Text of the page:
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Companies Train Employees, but Do Not Listen to Them

Most employees and a significant proportion of managers are not briefed on their company's business strategy, while a quarter of all blue and white-collar workers are not informed about operational management issues. While Russian businesses are concerned about employee development, creating bench strength and adopting state-of-the-art ICT solutions, they use the latter only for transmitting orders from the top down. Veronica Kabalina, Kira Reshetnikova and Olga Zelenova of the HSE Department of Human Resources Management examined Russian businesses' approaches to HR development and corporate communications.

Personnel training and appraisal are essential to modern-day corporate management. KabalinaReshetnikova and Zelenova studied the methods used by Russian companies to train and develop human resources, appraise employees, and ensure internal communications.

As part of the HRM in Russian Companies Study, they surveyed 130 HR directors and heads of personnel departments in domestic and foreign firms, including small, medium, large and super-large companies operating in key sectors of the economy, such as mining and manufacturing, finance, transport, and construction. The survey was conducted as part of an international research project using the CRANET Survey on Comparative HRM methodology.

The key indicators examined by the study's authors included:

  • use of various methods of career management and personnel training and development;
  • amount of investment in training;
  • assessment of training needs and effectiveness;
  • indicators used to measure the effectiveness of training;
  • formal performance appraisals and the application of their results.

Bench Strength

Generally, Russian companies are following the global trend of abandoning traditional methods of personnel training and development, such as lectures, seminars and full-time courses, in favour of new approaches characterised by in-service training embedded in the work process. In one way or another, most companies use 14 methods of employee development, including assessment centres, participation in project teams, international assignments, planned job rotation, and projects to stimulate learning.

According to the study's authors, many companies (48%) provide in-service training and focus on succession and replacement planning, building bench strength, and managing talent. "The objective is to ensure that the company has sufficient bench strength and a succession plan to fill any vacancy at any moment," according to Kabalina.

Companies use mentoring as part of their succession planning and talent development programs, but relatively few offer coaching: just 5% of responding firms report extensive use of coaching, and 20% use it from time to time. "Most Russian companies regard coaching as a form of mentoring," Kabalina explains.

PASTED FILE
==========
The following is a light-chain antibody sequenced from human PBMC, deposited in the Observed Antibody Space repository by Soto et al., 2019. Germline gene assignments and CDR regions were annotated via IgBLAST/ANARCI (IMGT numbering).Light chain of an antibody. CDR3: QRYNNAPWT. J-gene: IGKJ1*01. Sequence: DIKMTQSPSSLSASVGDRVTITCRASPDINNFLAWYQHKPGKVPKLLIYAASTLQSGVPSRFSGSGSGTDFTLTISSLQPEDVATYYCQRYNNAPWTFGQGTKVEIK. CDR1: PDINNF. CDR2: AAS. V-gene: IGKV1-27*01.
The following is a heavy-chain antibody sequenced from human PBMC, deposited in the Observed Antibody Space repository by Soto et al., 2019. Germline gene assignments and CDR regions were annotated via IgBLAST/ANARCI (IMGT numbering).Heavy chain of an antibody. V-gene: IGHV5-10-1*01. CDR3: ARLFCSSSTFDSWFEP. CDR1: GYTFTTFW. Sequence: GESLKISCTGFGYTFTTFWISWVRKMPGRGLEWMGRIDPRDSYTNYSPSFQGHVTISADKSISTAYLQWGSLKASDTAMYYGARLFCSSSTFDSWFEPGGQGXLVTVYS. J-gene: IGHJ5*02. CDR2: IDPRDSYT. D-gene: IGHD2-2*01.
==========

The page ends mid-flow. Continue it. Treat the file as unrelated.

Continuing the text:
Internationally, company expenditure on personnel training and development stands at 4% to 5% of annual payroll costs. According to the survey, 39% of Russian companies spent between 2% and 10%, and another 36% spent 1% of the annual payroll costs on employee training in 2014.

The survey has revealed that Russian companies normally assess the effectiveness of training provided and perform staff appraisals which may affect employees’ pay, career advancement and even continued employment with the company. Most companies rely on qualitative indicators in assessing the effectiveness of employee training, while quantitative measures are rarely used. According to Kabalina, quantitative indicators, such as return on investment in training, are widely applied internationally, but only 18% of the surveyed Russian companies reported using them.

A Top Down Approach

While Russian CEOs are prepared to train and appraise employees, listening to them and briefing them on the company's plans is another matter. According to Reshetnikova, the biggest problem with internal communication in Russian companies is that in most cases it is vertical and goes from the top down.

The study's authors considered the following aspects in studying internal communications:

  • employee union membership;
  • utilisation of various communication channels by employees and HR departments;
  • feedback channels;
  • briefings provided to different employee categories.

The study found that one third of the surveyed companies were not unionised, while in 21% of companies – large enterprises first established in Soviet times – all employees were union members.

According to Reshetnikova, many companies have adopted electronic means of communication, which can potentially make internal communications more democratic, but are mainly used to transmit management decisions.

In most cases, company managers use three channels for communicating with employees; transmitting messages via immediate supervisors (75%), talking directly to employees (57 %) and sending e-mails (63%). There is hardly any communication via employees' authorised representatives or committees, yet more than one third of the surveyed companies make extensive use of meetings and briefings to communicate management decisions to staff.

The study's authors also looked at whether corporate bosses brief their subordinates on the company's business strategy, financial performance and operational management, and found that just 40% of low-level employees, 66% of specialists and 86% of managers are informed about their company's business strategy, and about the same proportions are aware of its financial performance.

Operational management issues, in particular, workplace rules, tend to dominate internal communications; however, the survey revealed that nearly a quarter of Russian companies find even this type of communication unnecessary.

Author: Гринкевич Владислав Владимирович, March 02, 2016